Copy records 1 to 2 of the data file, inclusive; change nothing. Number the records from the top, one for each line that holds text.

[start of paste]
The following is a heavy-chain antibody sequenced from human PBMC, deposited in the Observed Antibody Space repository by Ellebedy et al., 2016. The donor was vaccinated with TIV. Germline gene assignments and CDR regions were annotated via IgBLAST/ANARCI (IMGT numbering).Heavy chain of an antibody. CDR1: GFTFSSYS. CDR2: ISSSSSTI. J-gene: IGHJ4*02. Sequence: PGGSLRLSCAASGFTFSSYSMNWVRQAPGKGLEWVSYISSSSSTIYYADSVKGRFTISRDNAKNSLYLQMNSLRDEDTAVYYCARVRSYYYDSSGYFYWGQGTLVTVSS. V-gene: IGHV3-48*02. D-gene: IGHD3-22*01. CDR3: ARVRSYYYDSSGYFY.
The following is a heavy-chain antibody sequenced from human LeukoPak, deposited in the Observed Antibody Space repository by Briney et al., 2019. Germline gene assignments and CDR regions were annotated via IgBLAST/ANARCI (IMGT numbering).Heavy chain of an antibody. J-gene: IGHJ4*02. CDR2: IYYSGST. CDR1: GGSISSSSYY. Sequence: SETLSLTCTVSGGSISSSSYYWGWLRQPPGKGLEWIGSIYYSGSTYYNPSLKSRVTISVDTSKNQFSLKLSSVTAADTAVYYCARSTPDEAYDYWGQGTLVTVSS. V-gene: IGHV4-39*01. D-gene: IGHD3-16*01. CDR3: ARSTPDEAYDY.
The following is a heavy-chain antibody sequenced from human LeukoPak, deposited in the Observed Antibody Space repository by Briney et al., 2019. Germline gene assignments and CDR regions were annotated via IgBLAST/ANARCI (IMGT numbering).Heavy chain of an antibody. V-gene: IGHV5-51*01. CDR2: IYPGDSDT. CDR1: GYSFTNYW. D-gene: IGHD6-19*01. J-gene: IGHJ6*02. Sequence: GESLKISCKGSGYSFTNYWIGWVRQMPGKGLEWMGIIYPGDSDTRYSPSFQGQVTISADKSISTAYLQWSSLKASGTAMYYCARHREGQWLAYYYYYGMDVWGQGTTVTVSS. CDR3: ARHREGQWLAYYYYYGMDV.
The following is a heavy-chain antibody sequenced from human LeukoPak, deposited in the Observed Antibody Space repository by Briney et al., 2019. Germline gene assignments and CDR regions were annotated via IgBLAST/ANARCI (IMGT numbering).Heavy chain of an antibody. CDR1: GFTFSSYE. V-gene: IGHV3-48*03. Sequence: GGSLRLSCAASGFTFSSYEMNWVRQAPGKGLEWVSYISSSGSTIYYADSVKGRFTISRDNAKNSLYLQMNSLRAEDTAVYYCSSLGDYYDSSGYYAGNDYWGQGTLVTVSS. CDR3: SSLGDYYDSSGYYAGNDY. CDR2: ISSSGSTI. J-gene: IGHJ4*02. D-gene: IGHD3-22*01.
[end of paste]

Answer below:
The following is a heavy-chain antibody sequenced from human PBMC, deposited in the Observed Antibody Space repository by Ellebedy et al., 2016. The donor was vaccinated with TIV. Germline gene assignments and CDR regions were annotated via IgBLAST/ANARCI (IMGT numbering).Heavy chain of an antibody. CDR1: GFTFSSYS. CDR2: ISSSSSTI. J-gene: IGHJ4*02. Sequence: PGGSLRLSCAASGFTFSSYSMNWVRQAPGKGLEWVSYISSSSSTIYYADSVKGRFTISRDNAKNSLYLQMNSLRDEDTAVYYCARVRSYYYDSSGYFYWGQGTLVTVSS. V-gene: IGHV3-48*02. D-gene: IGHD3-22*01. CDR3: ARVRSYYYDSSGYFY.
The following is a heavy-chain antibody sequenced from human LeukoPak, deposited in the Observed Antibody Space repository by Briney et al., 2019. Germline gene assignments and CDR regions were annotated via IgBLAST/ANARCI (IMGT numbering).Heavy chain of an antibody. J-gene: IGHJ4*02. CDR2: IYYSGST. CDR1: GGSISSSSYY. Sequence: SETLSLTCTVSGGSISSSSYYWGWLRQPPGKGLEWIGSIYYSGSTYYNPSLKSRVTISVDTSKNQFSLKLSSVTAADTAVYYCARSTPDEAYDYWGQGTLVTVSS. V-gene: IGHV4-39*01. D-gene: IGHD3-16*01. CDR3: ARSTPDEAYDY.